Will Ohio State football coach Urban Meyer be fired over the Zach Smith domestic abuse allegations scandal?
The Buckeyes coach was placed on paid administrative leave today by the university.
Ohio State said it is “conducting an investigation into these allegations.” Ryan Day, the team’s offensive coordinator, will serve as acting head coach.
“We are focused on supporting our players and on getting to the truth as expeditiously as possible,” the release said.
Meyer also released a statement: “[AD] Gene [Smith] and I agree that being on leave during this inquiry will facilitate its completion. This allows the team to conduct training camp with minimal distraction. I eagerly look forward to the resolution of this matter.”
Still, questions are being asked about Meyer’s future at Ohio State in the aftermath of a troubling news story regarding former Buckeye assistant coach Zach Smith that was broken on Facebook, with photos, by out-of-work former ESPN reporter Brett McMurphy (soon to be working at Stadium).
It’s all about a case of what did or didn’t Meyer know and when did he know it.
Smith was the longtime assistant football coach at Ohio State, recently serving as wide receivers coach and recruiting coordinator, who was fired recently in July reportedly for a history of domestic abuse.
But the case got messier for Meyer and Ohio State today when McMurphy’s Facebook report (embedded in full below) suggest that Meyer must have known in 2015 of domestic abuse allegations against the member of his coaching staff.
“Courtney Smith, ex-wife of fired Ohio State assistant coach Zach Smith, provided text messages between her and the wives of Ohio State coaches – including Urban Meyer’s wife, Shelley – showing Meyer’s knowledge of the situation,” reported McMurphy, the former ESPN reporter.
The information is pertinent since Ohio State’s head football coach said last week during Big Ten Media Days that he had no knowledge of domestic violence allegations against Smith made in 2015 nor did he know about a police investigation that year.
Meyer, one of the highest paid coaches in America at $7 million per year, said had he known, he would have fired Smith. But Smith’s ex-wife suggested to McMurphy that the abuse was known.
“All the (coaches) wives knew,” Courtney Smith told McMurphy. “They all did. Every single one.”
Allegations that Meyer knew about the alleged abuse has erupted into controversy at Ohio State, particularly in light of the #MeToo movement. That’s one reason Cleveland.com sports columnist Doug Lesmerises wrote a story today questioning if Meyer can survive the scandal.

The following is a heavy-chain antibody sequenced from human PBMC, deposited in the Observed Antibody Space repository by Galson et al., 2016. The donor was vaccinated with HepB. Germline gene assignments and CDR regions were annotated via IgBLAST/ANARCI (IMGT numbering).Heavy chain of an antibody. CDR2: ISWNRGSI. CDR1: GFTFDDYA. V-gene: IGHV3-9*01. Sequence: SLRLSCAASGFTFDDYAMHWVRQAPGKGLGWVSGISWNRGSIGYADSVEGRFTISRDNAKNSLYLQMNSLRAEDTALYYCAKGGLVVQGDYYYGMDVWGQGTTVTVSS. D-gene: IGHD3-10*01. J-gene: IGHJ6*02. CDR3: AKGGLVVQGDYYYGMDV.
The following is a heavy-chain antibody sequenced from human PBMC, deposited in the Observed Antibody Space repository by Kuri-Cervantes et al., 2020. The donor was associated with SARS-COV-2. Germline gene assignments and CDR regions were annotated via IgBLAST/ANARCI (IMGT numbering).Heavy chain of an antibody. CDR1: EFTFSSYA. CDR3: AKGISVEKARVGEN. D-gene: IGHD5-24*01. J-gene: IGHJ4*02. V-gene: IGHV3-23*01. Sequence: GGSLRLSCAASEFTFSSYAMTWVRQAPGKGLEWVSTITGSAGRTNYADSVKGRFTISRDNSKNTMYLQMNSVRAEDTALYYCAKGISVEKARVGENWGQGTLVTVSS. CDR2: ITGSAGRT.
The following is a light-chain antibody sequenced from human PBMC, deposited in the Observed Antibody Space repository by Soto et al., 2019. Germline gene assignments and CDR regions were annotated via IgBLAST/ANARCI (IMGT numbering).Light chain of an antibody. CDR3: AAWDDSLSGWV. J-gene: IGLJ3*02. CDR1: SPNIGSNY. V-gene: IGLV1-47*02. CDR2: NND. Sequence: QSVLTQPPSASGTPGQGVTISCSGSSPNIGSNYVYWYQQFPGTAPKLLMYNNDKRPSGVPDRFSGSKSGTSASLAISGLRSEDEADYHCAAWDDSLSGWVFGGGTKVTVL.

“But should the Ohio State football program, led by Urban Meyer, have done more to help Courtney Smith, to report the allegations of violence and to remove Zach Smith from the football program long before firing him last Monday?
“If Urban Meyer failed in that regard, if he knew of Courtney’s repeated assertions and didn’t act, should he no longer be Ohio State’s football coach?”
At this point the abuse remains alleged. The Smiths divorced in 2016. Zach Smith has reportedly never been charged with a domestic violence crime, according to Lesmerisis. So that makes an argument for firing Meyer tricky, he said.
The ultimate fate for Meyer may be determined by whether or not he lied in knowing about the 2015 allegations.
“I’m not sure this will lead to Meyer’s dismissal at Ohio State. But it’s another question that needs to be asked now,” the columnist wrote.
Other writers haven’t been so friendly, jumping today to the conclusion that Ohio State football coach Urban Meyer should be fired.
“What else has football coach Urban Meyer lied about?” wrote Bleacher Report’s Matt Hayes. “What does former assistant coach Zach Smith have on the rest of the football program? How big will this scandal become?”
Hayes wrote that the Ohio State has already flared to the point that, “The only way to get ahead of it is to fire Meyer.”
According to Ohio State University, Meyer’s “program culture at Ohio State stresses accountability, promotes respect, prepares young men for life after football and develops talents at an unsurpassed rate.”
Meyer completed his sixth season as coach in 2017 and has a record of 73-8. He signed a two-year contract extension in 2018.
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